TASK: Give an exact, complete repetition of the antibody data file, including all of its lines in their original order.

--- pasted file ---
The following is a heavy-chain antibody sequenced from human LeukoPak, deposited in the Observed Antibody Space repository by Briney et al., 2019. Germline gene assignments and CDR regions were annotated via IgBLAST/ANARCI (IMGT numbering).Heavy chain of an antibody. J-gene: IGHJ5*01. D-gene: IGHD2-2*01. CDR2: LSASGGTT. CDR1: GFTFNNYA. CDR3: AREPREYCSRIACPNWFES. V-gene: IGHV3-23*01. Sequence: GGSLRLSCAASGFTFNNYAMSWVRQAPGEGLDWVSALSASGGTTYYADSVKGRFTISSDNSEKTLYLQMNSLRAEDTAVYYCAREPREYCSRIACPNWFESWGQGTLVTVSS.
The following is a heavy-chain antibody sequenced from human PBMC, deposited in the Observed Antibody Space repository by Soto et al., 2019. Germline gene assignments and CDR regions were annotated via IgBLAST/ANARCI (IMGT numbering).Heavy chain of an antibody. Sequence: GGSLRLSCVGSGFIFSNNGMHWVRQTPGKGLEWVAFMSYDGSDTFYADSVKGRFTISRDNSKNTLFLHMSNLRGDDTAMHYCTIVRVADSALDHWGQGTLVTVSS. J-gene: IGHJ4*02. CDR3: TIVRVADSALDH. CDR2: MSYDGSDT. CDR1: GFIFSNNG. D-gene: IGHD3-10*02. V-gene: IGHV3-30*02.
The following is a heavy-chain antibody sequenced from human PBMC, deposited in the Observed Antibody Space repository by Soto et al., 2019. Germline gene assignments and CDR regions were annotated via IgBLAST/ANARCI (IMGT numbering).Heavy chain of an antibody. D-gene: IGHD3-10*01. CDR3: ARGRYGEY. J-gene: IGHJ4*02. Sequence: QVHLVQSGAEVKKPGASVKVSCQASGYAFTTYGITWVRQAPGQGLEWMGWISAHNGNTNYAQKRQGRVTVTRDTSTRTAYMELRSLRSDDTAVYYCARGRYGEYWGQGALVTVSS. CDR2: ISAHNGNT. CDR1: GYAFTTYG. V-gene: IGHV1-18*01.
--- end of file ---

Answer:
The following is a heavy-chain antibody sequenced from human LeukoPak, deposited in the Observed Antibody Space repository by Briney et al., 2019. Germline gene assignments and CDR regions were annotated via IgBLAST/ANARCI (IMGT numbering).Heavy chain of an antibody. J-gene: IGHJ5*01. D-gene: IGHD2-2*01. CDR2: LSASGGTT. CDR1: GFTFNNYA. CDR3: AREPREYCSRIACPNWFES. V-gene: IGHV3-23*01. Sequence: GGSLRLSCAASGFTFNNYAMSWVRQAPGEGLDWVSALSASGGTTYYADSVKGRFTISSDNSEKTLYLQMNSLRAEDTAVYYCAREPREYCSRIACPNWFESWGQGTLVTVSS.
The following is a heavy-chain antibody sequenced from human PBMC, deposited in the Observed Antibody Space repository by Soto et al., 2019. Germline gene assignments and CDR regions were annotated via IgBLAST/ANARCI (IMGT numbering).Heavy chain of an antibody. Sequence: GGSLRLSCVGSGFIFSNNGMHWVRQTPGKGLEWVAFMSYDGSDTFYADSVKGRFTISRDNSKNTLFLHMSNLRGDDTAMHYCTIVRVADSALDHWGQGTLVTVSS. J-gene: IGHJ4*02. CDR3: TIVRVADSALDH. CDR2: MSYDGSDT. CDR1: GFIFSNNG. D-gene: IGHD3-10*02. V-gene: IGHV3-30*02.
The following is a heavy-chain antibody sequenced from human PBMC, deposited in the Observed Antibody Space repository by Soto et al., 2019. Germline gene assignments and CDR regions were annotated via IgBLAST/ANARCI (IMGT numbering).Heavy chain of an antibody. D-gene: IGHD3-10*01. CDR3: ARGRYGEY. J-gene: IGHJ4*02. Sequence: QVHLVQSGAEVKKPGASVKVSCQASGYAFTTYGITWVRQAPGQGLEWMGWISAHNGNTNYAQKRQGRVTVTRDTSTRTAYMELRSLRSDDTAVYYCARGRYGEYWGQGALVTVSS. CDR2: ISAHNGNT. CDR1: GYAFTTYG. V-gene: IGHV1-18*01.